I recently had a family come in to see me. Betty was brought in by her son and daughter. Betty was still going strong, but at age 90 she was beginning to become a high-risk person living in her home. In the course of talking with her, she expressed her strong desire to stay independent and to live at home as long as possible. She expressed to me something that is a recurring theme with some of my clients.
Betty was convinced that she would have to stay at home with no assistance until she eventually crashed and burned and had to go into the nursing home. She felt that way because she “had no money.” I began looking through her worksheet and discovered that she had hundreds of acres of land valued well in excess of half a million dollars. While she was “cash poor,” in my book she was land rich.
It seems silly to say, but sometimes we have to be reminded that the longer that we stay out of long term care, the more money that we save. Similarly, the better the health that we have, the more likely it is that we will not need long term care. And, finally, the greater we reduce our health risk, the less likely it is that we are going to get into a health crisis.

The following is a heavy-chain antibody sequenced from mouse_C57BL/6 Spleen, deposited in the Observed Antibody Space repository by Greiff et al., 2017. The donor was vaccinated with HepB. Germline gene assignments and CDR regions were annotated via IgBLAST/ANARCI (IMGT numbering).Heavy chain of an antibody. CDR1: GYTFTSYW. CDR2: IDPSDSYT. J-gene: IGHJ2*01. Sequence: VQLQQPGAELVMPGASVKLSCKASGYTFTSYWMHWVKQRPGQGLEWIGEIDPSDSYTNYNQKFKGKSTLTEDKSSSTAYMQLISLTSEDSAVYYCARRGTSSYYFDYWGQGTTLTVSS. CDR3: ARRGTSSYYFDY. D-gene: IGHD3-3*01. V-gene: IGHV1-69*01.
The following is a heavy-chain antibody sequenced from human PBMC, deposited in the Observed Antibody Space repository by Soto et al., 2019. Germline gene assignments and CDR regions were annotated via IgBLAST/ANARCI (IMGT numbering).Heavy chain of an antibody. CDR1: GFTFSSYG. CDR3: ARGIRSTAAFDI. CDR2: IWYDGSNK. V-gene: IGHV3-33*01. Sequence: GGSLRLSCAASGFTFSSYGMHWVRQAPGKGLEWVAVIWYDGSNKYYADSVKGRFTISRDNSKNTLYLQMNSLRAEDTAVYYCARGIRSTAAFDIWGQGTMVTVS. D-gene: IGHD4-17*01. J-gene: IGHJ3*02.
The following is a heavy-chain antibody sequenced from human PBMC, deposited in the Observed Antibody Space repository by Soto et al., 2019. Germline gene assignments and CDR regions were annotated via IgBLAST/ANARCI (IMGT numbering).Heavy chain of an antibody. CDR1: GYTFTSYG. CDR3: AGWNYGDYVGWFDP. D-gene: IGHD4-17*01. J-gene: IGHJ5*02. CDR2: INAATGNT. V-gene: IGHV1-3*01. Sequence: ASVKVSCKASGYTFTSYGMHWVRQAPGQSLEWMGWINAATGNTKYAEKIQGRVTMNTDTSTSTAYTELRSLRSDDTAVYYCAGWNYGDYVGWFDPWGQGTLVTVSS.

One of the “jobs” of my office is to show people how to access their resources, how to use those resources wisely, how to get good care in their home, and how to make their assets last as long as possible to help them achieve their personal goal of staying at home as long as possible, reducing the cost of long term care, and being safe. But the first step is to convince our families to spend money now to take care of themselves now.
It sounds like a simple process, but I know that it is complex, and I know that it requires the expertise of a qualified elder law attorney, a care coordinator, and a benefits specialist.